Whatever technical standard the W3C process produces, the arguing is unlikely to end. As Carnegie Mellon’s Cranor points out, although the W3C can specify how websites communicate, it’s not going to tell companies exactly how to present Do Not Track information to users. Microsoft showed how critical that issue could become when it announced it planned to ship the next version of its Internet Explorer browser with Do Not Track switched on by default.
The move provoked an outcry among advertisers, who complained that Microsoft broke a consensus among W3C members to let users freely choose whether to be tracked or not. Most users, advertisers fear, would never adjust the default setting. And since Microsoft has more than 25 percent of the browser market, that could mean half a billion users saying no to targeted ads. “The ad companies could have a valid concern that people were opting out without understanding what they are doing,” says Cranor.
Microsoft’s decision also shows the complexity of the business strategies at stake in the W3C deliberations. Although Microsoft is involved with online tracking of users for advertising, it also has much to gain by increasing the popularity of Internet Explorer, and might even find ways to insulate its own ad business from W3C controls.
Jeff Chester, who heads a privacy activist group called the Center for Digital Democracy and is one of the working group’s most vocal opponents of online ads, believes that industry has little to fear from the W3C. In fact, he says, companies may wield undue influence already. Google, Yahoo, and Microsoft all have representatives on the W3C, and they are also paying members of ad industry groups like the IAB.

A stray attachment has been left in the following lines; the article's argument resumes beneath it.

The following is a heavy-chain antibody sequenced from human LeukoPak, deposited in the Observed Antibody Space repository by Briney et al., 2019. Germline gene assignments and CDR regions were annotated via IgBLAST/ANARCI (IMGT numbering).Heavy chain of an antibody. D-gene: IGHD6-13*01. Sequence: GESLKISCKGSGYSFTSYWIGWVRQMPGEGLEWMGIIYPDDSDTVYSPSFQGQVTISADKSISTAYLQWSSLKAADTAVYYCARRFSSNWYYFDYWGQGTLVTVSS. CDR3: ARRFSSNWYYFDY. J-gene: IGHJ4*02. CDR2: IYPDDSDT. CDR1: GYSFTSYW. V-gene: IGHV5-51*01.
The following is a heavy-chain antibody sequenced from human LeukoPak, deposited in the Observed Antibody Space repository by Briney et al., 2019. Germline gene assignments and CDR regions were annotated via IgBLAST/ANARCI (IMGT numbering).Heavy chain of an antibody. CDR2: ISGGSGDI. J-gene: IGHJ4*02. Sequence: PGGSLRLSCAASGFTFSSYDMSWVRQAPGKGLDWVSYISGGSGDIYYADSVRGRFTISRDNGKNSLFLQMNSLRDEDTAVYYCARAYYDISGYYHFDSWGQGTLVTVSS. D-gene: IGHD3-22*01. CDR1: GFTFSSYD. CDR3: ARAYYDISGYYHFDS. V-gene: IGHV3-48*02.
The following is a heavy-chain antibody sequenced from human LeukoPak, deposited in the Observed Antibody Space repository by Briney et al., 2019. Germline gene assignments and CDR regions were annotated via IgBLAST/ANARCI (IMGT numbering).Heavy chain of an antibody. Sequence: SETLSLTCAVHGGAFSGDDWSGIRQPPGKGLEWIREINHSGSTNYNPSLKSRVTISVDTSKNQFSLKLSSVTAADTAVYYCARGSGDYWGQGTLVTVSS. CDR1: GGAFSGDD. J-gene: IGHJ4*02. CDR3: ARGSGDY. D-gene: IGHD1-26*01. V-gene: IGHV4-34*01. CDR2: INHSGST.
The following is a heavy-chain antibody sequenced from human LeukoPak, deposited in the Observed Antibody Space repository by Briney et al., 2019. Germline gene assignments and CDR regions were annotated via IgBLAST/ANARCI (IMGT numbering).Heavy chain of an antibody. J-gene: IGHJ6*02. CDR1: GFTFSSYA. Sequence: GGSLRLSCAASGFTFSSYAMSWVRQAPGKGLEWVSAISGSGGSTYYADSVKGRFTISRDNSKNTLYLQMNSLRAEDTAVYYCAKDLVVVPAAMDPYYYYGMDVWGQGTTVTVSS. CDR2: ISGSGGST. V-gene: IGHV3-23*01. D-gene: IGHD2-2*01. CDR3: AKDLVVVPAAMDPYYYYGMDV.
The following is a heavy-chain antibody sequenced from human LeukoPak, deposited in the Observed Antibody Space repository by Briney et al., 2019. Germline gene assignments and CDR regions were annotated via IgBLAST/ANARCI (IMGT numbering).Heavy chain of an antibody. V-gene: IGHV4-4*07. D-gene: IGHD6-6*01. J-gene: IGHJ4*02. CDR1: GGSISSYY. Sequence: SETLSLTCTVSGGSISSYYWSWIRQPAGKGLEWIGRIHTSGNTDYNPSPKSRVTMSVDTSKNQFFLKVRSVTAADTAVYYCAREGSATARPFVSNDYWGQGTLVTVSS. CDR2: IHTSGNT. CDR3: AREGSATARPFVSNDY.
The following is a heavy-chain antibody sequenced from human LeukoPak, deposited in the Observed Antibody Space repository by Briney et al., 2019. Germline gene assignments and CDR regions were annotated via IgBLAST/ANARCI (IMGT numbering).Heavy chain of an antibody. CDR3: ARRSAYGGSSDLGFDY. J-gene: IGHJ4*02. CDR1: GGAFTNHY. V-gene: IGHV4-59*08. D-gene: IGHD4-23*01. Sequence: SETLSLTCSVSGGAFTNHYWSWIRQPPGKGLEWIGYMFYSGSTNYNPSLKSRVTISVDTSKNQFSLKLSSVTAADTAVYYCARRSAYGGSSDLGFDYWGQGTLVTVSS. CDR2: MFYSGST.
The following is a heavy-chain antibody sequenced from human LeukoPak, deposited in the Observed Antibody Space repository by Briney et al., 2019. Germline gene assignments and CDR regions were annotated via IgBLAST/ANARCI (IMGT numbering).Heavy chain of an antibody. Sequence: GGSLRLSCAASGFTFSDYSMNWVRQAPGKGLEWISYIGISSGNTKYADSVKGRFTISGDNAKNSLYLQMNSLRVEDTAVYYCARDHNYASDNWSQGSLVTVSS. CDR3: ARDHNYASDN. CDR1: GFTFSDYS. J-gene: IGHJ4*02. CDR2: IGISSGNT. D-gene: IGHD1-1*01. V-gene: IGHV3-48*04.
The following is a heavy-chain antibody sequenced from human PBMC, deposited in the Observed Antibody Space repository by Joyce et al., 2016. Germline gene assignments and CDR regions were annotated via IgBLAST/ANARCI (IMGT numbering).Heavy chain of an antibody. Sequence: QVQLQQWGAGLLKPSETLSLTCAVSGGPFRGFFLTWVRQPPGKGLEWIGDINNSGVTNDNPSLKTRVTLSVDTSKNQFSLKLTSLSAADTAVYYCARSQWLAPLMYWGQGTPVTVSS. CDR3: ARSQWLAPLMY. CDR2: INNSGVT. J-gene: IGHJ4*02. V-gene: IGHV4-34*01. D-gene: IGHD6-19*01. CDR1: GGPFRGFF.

“The online ad industry built a far-reaching global system of commercial surveillance, [and] the W3C process is largely dominated by online marketing companies,” says Chester. He predicts that whatever the final standard says, new tracking techniques will probably spring up that evade it.
Indeed, one point of consensus is that the largest Web companies have less to fear from Do Not Track than small ad networks and publishers. The working group has already agreed that activating a Do Not Track signal would not prevent companies like Microsoft, Google, or Facebook from tracking and targeting users within their own vast websites.
“Larger entities with a consumer presence will be able to manage,” predicts Marc Groman, head of the Network Advertising Initiative. “There’s a long tail of small publishers—and ad networks that serve them—who are concerned they will be disproportionately affected.” He says blocking such tracking will make it more difficult for smaller companies to pay for free Web content.
Others believe that the debate at the W3C could be overshadowing more serious privacy questions. “Users are moving to tablets and mobiles and apps that have no way to deal with Do Not Track,” says Jules Polonetsky, director of the Future of Privacy Forum and a member of the W3C working group. Major regulatory questions also surround the immense stores of personal data that are being accumulated by social networks.
“We’re squabbling over default browser settings,” Polonetsky says, “and it has swallowed up all other privacy issues.”